Saturday, December 29, 2012

The Use of Eye Movement Therapy to Tackle Intolerance

Here are the major points I’ve made in previous blogs:

… The early learning experiences from parents and significant others that teach us to overuse “the suspicious eye” – the brain’s survival reflex that mistakes a stick for a rattlesnake - can add fuel to the fire of an aversion to differences.

… If we took ten people who stated openly - “I just don’t particularly care for people from that country” – and measured their brain-body reactions when talking about “those people”, we would find that their fight-flight response was activated at some level, from mild to extreme arousal.

… Stressful events are stored in the emotional centers of the brain, and influence unconscious feelings and automatic reactions in adulthood. It helps answer the question: Why is it so tough to embrace our differences?

… When a negative memory and focused attention to eye movements occur together, the dual stimulation seems to weaken the negative memory. This neural pathway to therapeutic success is one of several theories that are currently being investigated to help explain the rapid success of eye movement therapy.

Can the information summarized above help in the fight to reduce intolerance and embrace diversity? If we transfer the positive results in the last 20 years in stress and trauma reduction (scientifically validated in the EMDR journal) to the areas of bullying, ethnic and sexual intolerance, the possibilities become exciting, particularly for a stress expert like me. Let’s take the example of bullying.

Consider these alarming facts.

…Children and youth in the U.S. are teased and tormented by bullies to the extent that 160,000 students skip school each day (Olweus, 1993).

…86 % of children and youth ages 12-15 said they get teased or bullied at school, making bullying more prevalent than smoking, alcohol, drugs and sex among this age group (Kaiser Foundation, Nickelodeon TV Network and Children Now, 2001).

…The most common forms of bullying are related to physical appearance, disabilities, perceived sexual orientation or gender expression (Survey, 2008). 31 % of gay youth get threatened or injured at school in one year (Bart, 1998).

Bullying is not limited to the U.S. but occurs in countries throughout the world. The most disturbing fact is provided by the course authors who reviewed the studies cited above: “…the common thread in all countries is that children are relentlessly and repeatedly bullied without significant objections or outrage from responsible adults.” (Elite Continuing Education)

Clearly, we need to help children and youth who have been victims of intimidation with every therapy method available. To make a dramatic inroad into this problem, we need to treat the children and youth who are the perpetrators of bullying. And we need to get to them as early as possible. My expertise is primarily with adults, but many EMDR trained therapists, thousands of them, are child experts. They have used their technology very effectively to work with child trauma, stress and anxiety issues, and a host of other problems. The technology is available to apply an eye movement desensitization approach in an early intervention program for children and youth who show bullying and intimidation tendencies.

In order to accomplish this goal, we need a bit of “outrage from responsible adults”: teacher, parents, administrators, government officials, physicians and mental health workers.

This is just one example of how we can get started in making inroads to the rampant problem of intolerance. I hope to discuss other ways in future blogs. Visit for more on EMDR and other relaxation and desensitization technologies.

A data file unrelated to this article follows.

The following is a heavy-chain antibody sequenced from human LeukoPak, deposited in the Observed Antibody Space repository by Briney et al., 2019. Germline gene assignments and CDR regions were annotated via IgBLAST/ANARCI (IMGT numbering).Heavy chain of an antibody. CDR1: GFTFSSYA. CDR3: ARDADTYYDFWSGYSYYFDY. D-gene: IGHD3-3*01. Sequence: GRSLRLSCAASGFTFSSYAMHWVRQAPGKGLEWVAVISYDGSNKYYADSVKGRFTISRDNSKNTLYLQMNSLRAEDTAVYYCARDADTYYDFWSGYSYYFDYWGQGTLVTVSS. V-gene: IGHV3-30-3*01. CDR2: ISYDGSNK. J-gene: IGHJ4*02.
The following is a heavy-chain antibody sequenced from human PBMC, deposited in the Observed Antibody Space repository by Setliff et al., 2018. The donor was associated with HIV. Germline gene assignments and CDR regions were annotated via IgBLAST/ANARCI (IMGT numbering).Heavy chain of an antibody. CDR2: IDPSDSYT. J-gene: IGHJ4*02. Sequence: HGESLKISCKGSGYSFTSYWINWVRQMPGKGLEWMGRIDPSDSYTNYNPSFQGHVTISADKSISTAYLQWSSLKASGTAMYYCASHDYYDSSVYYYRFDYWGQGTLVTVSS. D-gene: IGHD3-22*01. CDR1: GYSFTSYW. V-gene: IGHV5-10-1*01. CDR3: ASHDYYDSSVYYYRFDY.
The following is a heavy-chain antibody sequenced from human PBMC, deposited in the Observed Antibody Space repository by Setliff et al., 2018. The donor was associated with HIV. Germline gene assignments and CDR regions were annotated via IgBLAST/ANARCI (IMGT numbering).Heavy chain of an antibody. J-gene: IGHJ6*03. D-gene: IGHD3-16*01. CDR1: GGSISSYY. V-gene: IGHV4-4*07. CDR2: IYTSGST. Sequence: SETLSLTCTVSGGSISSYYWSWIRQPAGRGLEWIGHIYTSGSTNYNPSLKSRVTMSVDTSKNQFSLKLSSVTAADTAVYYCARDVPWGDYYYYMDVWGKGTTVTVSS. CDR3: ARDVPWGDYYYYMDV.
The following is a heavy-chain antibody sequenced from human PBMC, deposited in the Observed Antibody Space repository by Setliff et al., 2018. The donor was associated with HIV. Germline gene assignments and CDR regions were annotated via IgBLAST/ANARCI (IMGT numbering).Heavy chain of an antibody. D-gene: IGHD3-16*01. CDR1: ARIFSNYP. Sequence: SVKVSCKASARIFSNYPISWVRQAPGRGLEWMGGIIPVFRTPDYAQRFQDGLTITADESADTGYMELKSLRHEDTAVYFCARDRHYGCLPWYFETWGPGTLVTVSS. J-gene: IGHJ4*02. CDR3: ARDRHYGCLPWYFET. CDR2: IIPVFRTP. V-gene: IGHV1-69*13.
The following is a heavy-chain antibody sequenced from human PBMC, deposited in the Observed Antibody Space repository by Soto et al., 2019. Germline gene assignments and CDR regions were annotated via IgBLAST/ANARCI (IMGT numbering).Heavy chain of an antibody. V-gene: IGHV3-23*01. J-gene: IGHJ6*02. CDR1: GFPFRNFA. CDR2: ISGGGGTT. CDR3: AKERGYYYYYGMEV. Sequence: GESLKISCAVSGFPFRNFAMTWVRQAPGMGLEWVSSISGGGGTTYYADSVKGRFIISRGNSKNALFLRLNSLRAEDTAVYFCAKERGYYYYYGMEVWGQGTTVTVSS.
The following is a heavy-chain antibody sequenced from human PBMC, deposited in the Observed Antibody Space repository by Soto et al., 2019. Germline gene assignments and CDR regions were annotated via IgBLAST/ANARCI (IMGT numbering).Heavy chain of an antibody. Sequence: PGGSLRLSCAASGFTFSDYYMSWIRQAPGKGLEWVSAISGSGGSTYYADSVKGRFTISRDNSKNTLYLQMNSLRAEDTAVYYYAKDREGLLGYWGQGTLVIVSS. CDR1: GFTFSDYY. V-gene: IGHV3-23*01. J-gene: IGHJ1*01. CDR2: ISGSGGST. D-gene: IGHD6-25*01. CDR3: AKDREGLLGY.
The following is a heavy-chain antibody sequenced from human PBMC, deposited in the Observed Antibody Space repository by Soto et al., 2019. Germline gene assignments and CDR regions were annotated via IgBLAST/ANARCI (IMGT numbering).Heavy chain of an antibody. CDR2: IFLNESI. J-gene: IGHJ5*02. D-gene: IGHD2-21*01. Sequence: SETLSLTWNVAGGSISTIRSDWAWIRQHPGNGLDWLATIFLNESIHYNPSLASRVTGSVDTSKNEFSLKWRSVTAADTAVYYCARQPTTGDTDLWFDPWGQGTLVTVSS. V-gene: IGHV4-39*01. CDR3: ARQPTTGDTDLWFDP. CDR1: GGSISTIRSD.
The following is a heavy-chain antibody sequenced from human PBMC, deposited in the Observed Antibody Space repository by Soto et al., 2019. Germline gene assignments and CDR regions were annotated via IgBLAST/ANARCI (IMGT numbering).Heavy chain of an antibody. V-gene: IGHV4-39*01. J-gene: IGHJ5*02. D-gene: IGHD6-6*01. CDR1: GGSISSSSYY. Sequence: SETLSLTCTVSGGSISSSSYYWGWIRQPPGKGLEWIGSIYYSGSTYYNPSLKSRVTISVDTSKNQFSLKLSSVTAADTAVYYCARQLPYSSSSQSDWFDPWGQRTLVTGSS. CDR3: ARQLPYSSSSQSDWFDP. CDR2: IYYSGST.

Friday, December 21, 2012

Intolerance and Reprocessing Bad Memories

I think we can all agree that intolerance is getting worse in our country and perhaps is spreading like an epidemic. A recent AP poll has found that racism has actually increased in this country in the last four years since we’ve had an African-American president. The same poll found that negative attitudes towards Hispanics has increased as well. Bullying in our schools and neighborhoods is more rampant than ever. Kids who are diverse in any way – disabled, homosexual and those of a different ethnic origin – are reporting more incidents of harassment than ever. There are certainly numerous causes for this increase in intolerance towards diversity, but as a stress expert, I want to explore the role of stress and unprocessed memories in this etiology of intolerance. And, most importantly, these questions: Is there something that can be done about this growing problem? Do mental health professionals have a technology that can help?
To gain a basic understanding of what happens during stress and trauma, consider this scenario: A child is surrounded by the security of his home environment.  Suddenly, the serenity is shattered by the frightening sounds of mom and dad fighting. The child’s two heroes, the only dependable sources of security in his life, are having a knock-down-drag-out.  This scares and overwhelms the child, and his reflexive emotional reactions are fear and anxiety. His heart pounds and breathing is rapid. He wants to flee, to retreat to a safe place, but there is nowhere to hide.
Luckily, the fighting subsides and mom and dad approach their child to soothe his frazzled nerves: "It's just a little disagreement honey. Everything is okay." This nurturing is helpful, and for the moment, he can let go of the trauma.  But the brain has an important job to do: It stores this fear-provoking experience in a memory network that’s coded “dangerous altercations".
Imagine the multitude of times this danger signal becomes activated in childhood.  After years of labeling, storing and coping with stress, our brains have developed numerous networks of memories to remind, prepare and protect us from future threats.  And there are billions of brain cells devoted to this task.
As adults, relationship conflict may trigger the activation of this same neural network and avoidance/flight becomes the norm. The distinction between past and present threat is blurred. As far as our brains are concerned, we are still in danger and escape may be our only mode of survival.